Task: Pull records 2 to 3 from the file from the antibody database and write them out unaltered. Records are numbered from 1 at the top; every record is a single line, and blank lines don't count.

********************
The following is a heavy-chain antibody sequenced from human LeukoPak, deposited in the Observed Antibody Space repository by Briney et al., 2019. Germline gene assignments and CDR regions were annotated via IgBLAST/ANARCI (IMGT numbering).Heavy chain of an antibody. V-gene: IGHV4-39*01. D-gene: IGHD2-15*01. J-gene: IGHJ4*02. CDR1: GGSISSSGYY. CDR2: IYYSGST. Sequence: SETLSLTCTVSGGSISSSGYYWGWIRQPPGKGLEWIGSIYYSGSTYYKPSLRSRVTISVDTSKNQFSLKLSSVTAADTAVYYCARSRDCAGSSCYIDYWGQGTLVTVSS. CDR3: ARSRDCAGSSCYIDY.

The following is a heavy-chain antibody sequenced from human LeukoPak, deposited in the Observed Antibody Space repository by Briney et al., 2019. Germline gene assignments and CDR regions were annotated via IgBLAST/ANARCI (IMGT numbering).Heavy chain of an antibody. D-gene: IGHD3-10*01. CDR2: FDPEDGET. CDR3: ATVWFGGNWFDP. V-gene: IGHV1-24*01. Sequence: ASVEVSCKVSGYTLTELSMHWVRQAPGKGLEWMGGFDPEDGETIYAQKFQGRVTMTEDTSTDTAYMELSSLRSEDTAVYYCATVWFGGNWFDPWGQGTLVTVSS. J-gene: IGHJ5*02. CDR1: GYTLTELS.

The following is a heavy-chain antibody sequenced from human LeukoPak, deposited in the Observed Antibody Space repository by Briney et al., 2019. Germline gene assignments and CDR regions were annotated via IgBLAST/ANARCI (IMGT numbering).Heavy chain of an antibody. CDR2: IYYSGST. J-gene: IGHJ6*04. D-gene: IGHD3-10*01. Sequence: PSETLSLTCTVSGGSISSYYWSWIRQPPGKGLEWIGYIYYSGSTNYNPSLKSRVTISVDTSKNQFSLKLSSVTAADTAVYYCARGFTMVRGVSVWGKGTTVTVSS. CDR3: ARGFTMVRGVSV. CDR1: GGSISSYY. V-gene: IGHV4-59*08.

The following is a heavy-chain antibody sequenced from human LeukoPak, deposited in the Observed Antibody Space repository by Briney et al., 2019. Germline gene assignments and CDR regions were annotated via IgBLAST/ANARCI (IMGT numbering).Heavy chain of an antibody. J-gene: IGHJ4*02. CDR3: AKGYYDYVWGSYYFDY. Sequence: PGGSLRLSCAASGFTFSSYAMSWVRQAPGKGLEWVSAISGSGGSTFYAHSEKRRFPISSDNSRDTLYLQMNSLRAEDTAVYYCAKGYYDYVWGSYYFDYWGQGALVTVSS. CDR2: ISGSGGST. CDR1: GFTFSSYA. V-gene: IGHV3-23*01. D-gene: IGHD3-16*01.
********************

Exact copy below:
The following is a heavy-chain antibody sequenced from human LeukoPak, deposited in the Observed Antibody Space repository by Briney et al., 2019. Germline gene assignments and CDR regions were annotated via IgBLAST/ANARCI (IMGT numbering).Heavy chain of an antibody. D-gene: IGHD3-10*01. CDR2: FDPEDGET. CDR3: ATVWFGGNWFDP. V-gene: IGHV1-24*01. Sequence: ASVEVSCKVSGYTLTELSMHWVRQAPGKGLEWMGGFDPEDGETIYAQKFQGRVTMTEDTSTDTAYMELSSLRSEDTAVYYCATVWFGGNWFDPWGQGTLVTVSS. J-gene: IGHJ5*02. CDR1: GYTLTELS.

The following is a heavy-chain antibody sequenced from human LeukoPak, deposited in the Observed Antibody Space repository by Briney et al., 2019. Germline gene assignments and CDR regions were annotated via IgBLAST/ANARCI (IMGT numbering).Heavy chain of an antibody. CDR2: IYYSGST. J-gene: IGHJ6*04. D-gene: IGHD3-10*01. Sequence: PSETLSLTCTVSGGSISSYYWSWIRQPPGKGLEWIGYIYYSGSTNYNPSLKSRVTISVDTSKNQFSLKLSSVTAADTAVYYCARGFTMVRGVSVWGKGTTVTVSS. CDR3: ARGFTMVRGVSV. CDR1: GGSISSYY. V-gene: IGHV4-59*08.